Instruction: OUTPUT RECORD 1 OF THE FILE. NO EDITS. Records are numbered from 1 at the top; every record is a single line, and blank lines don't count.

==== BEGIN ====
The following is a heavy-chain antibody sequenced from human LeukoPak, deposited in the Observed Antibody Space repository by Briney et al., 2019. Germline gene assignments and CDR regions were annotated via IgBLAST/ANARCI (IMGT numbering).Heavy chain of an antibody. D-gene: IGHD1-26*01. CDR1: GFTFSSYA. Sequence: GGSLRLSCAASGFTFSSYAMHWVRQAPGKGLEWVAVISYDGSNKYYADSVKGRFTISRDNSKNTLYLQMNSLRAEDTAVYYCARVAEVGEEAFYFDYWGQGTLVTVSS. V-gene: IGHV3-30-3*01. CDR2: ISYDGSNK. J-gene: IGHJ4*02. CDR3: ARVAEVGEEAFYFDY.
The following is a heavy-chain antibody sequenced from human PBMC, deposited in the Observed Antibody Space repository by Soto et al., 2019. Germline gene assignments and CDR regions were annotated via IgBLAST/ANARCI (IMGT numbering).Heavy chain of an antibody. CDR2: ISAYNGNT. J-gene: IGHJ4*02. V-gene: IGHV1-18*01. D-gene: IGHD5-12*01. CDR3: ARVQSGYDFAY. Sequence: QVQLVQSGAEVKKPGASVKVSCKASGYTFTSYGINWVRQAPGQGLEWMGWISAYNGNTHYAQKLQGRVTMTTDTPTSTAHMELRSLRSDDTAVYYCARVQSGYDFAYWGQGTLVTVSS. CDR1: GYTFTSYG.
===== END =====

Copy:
The following is a heavy-chain antibody sequenced from human LeukoPak, deposited in the Observed Antibody Space repository by Briney et al., 2019. Germline gene assignments and CDR regions were annotated via IgBLAST/ANARCI (IMGT numbering).Heavy chain of an antibody. D-gene: IGHD1-26*01. CDR1: GFTFSSYA. Sequence: GGSLRLSCAASGFTFSSYAMHWVRQAPGKGLEWVAVISYDGSNKYYADSVKGRFTISRDNSKNTLYLQMNSLRAEDTAVYYCARVAEVGEEAFYFDYWGQGTLVTVSS. V-gene: IGHV3-30-3*01. CDR2: ISYDGSNK. J-gene: IGHJ4*02. CDR3: ARVAEVGEEAFYFDY.